Self-Care for Caregivers

No one person is immune from stress. Unfortunately, anxiety, overwhelm, and exhaustion have become the norm in our modern-day culture. In fact, stress has become so rampant in our society that on any given day, many people find themselves sleep-deprived, overworked, and running on empty. Stress can be a result of any number of things: jobs, relationships, family, the list goes on. But caregivers also experience a unique kind of stress: the stress related to the consistent giving of one’s self to others. Whether you’re a professional caregiver working full time in healthcare, or you support a sick or elderly family member at home, caregivers give both physical and emotional energy to their role and as a result, there’s a high risk of burnout within that line of work.

So what does “caregiver stress” look like? Sometimes it can manifest physically in the form of weariness, physical pain, or even financial strain. Other times, stress can present itself more internally in the form of what’s known as “compassion fatigue.” That’s irritability, lack of motivation, and in some extreme cases, depression. Because of the intense nature of caregiver work, it is crucial that self-care be encouraged and normalized by employers, friends, and family members of individuals in this line of work.

Related: “You Can’t Pour From An Empty Cup”

According to staff at the Mayo Clinic Health System, caregivers run the risk of neglecting their own wellbeing when they’re so focused on the wellbeing of others. Therefore, self-care plays an important role in maintaining one’s physical and mental wellness.

Self-care can be implemented both internally and externally. External self-care focuses more on coping skills and relaxation techniques, often done in the form of activities, anything from deep breathing exercises, going for walks, listening to calming or uplifting music. Self-care strategies such as these can be utilized daily. Even just taking a brief moment for a few deep breaths can have lasting positive effects on both the mind and body. According to Harvard Medical School, taking slow, deep breaths into the very base of our belly increases our intake of oxygen and can result in the reduction of anxiety by lowering blood pressure, releasing muscle tension, and slowing down our heart rate. Therefore, deep breathing has the ability to decrease stress right there in the moment.

Other self-care activities include physical exercise and social connection. Having a friend, family member, or co-worker to go to for emotional support is a great way to release stress in a safe environment that feels free of judgment. If possible, incorporating time for exercise, adequate sleep, and maintaining healthy eating habits not only provides physical benefits but mood-enhancing benefits as well.

The other, and more commonly overlooked, form of self-care is internal. This often takes the form of setting boundaries. Whether these are boundaries you set for yourself or with others, being honest about your needs can help you maintain your health and wellbeing while still being of service to those you care for. Examples of boundaries can include communicating the amount of hours you’re willing to commit to each week, or even communicating how you expect to be spoken to or treated in your caregiver role. Not everyone has the privilege of being able to simply declare what days and hours they wish to work, but boundaries can also be established within our own selves by setting personal limits. Maybe that means only committing to a certain number of tasks each day, or maybe it means setting the goal of not engaging in negative self-talk. When you feel those thoughts arising saying, “I’m not doing enough”, or “I’m supposed to be the strong one, they’re the one who deserves help, not me” pause in that moment and counter that thought with statements such as, “I’m doing my best, my emotions are valid and I, too, am deserving of help and support.”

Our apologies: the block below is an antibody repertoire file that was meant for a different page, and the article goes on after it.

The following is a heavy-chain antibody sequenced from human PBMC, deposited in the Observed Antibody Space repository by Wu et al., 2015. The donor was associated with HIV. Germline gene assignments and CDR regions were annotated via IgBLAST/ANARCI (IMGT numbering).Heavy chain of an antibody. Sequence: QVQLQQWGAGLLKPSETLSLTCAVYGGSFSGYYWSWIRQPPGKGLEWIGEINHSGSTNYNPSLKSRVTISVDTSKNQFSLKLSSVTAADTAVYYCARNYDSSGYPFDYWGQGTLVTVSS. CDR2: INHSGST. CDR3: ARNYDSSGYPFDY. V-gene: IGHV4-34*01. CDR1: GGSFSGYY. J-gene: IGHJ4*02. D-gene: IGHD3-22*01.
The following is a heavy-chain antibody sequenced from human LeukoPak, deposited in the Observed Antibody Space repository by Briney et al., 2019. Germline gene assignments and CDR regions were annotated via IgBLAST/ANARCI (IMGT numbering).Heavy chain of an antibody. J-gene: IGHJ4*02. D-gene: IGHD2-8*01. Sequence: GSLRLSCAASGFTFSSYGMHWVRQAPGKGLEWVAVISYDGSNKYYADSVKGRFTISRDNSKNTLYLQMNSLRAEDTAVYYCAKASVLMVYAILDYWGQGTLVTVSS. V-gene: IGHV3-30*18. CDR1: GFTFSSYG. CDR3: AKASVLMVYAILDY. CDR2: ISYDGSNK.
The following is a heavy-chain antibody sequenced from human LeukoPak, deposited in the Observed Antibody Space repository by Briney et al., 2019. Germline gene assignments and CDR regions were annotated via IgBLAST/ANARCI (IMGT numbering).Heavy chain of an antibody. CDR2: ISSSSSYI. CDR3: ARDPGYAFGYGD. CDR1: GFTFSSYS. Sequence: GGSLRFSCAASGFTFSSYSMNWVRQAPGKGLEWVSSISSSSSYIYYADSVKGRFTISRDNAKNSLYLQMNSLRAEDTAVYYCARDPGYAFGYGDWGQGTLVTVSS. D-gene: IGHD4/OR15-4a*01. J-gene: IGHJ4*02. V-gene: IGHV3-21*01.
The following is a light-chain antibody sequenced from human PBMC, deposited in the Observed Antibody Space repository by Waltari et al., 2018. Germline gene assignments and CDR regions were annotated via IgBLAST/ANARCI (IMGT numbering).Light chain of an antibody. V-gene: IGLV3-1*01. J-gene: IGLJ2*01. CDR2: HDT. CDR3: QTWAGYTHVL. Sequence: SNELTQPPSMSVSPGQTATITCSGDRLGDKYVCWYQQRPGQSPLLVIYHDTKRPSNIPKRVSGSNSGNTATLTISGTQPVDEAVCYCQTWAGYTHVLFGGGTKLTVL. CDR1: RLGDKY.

Remember, seeking help is another form of self-care. If you feel you’re in need of professional support, consider reaching out to a mental health professional, crisis hotline, or local support group for caregivers. If caregiving is your profession, consider reaching out to your employer to see what kinds of resources they may have available to employees. You are important. Your self-care is important. By taking care of yourself, it will only help increase your capacity to care for others, while also living a balanced and healthy life of your own.

-Erin McCluskey

Photo by Magda Ehlers from Pexels

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Originally from Connecticut, Erin McCluskey is a freelance writer, actor, and filmmaker living in New Orleans, Louisiana. Erin graduated from Tulane University in 2013 with a double major in Psychology and Theater Performance. Her educational background in psychology has enabled her to work within the mental health field specializing in emotional and mental wellness through crisis support and coping skills development. When she’s not working, Erin enjoys creating her own original sketch comedy pieces and seeking out all the best cheese boards the city has to offer.

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